A South Carolina jury ordered two Ku Klux Klan chapters and five Klansmen Friday to pay $37.8 million for creating an atmosphere of hate that led to the torching of a black church in 1995.
The verdict exceeded by more than $10 million the amount of damages sought by the Macedonia Baptist Church in Manning, S.C., 55 miles southeast of Columbia, the capital. It represented the largest civil award for damages in a hate crime case."The verdict shows that there are still some things sacred in this country, still some lines that no one can cross," said Morris Dees, co-founder of the Southern Poverty Law Center, who argued the case for the church.
The jury of nine blacks and three whites in Manning, S.C., deliberated just 45 minutes before awarding $300,000 in actual damages and $37.5 million in punitive damages against KKK organizations in North Carolina and South Carolina and their leaders.
Mark Potok, spokesman for the SPLC, based in Montgomery, Ala., said the size of the award was unprecedented in hate crime cases. However, even if the verdict withstands an expected appeal, it is doubtful the church will be able to collect much.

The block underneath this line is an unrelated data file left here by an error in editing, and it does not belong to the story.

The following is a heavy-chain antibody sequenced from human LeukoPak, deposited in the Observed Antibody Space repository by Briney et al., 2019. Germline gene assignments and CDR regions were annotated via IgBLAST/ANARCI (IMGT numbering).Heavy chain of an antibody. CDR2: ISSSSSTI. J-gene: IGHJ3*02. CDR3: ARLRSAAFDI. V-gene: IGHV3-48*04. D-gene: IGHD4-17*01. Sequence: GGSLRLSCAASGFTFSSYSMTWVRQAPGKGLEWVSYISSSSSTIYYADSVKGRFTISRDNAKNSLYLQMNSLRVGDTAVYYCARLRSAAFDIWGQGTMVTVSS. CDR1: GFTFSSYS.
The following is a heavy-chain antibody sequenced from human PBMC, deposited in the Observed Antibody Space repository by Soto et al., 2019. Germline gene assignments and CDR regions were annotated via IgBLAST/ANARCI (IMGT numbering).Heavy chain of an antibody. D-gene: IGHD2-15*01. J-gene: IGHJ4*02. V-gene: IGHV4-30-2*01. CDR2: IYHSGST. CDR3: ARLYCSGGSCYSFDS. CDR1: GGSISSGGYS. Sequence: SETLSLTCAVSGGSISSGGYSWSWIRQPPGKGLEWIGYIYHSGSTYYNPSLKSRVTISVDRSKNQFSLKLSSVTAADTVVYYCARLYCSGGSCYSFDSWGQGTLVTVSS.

Three of the Klansmen held liable are serving prison sentences for the church burning, and the lawyer for Horace King, the 65-year-old grand dragon of the North Carolina-based Christian Knights of the Ku Klux Klan, said his client is a poor chicken farmer living on disability payments.
Nonetheless, Dees, in a telephone interview, asked, "If we put the Christian Knights out of business, what's that worth? We don't look at what we can collect. It's what the jury thinks this egregious conduct is worth that matters, along with the message it sends."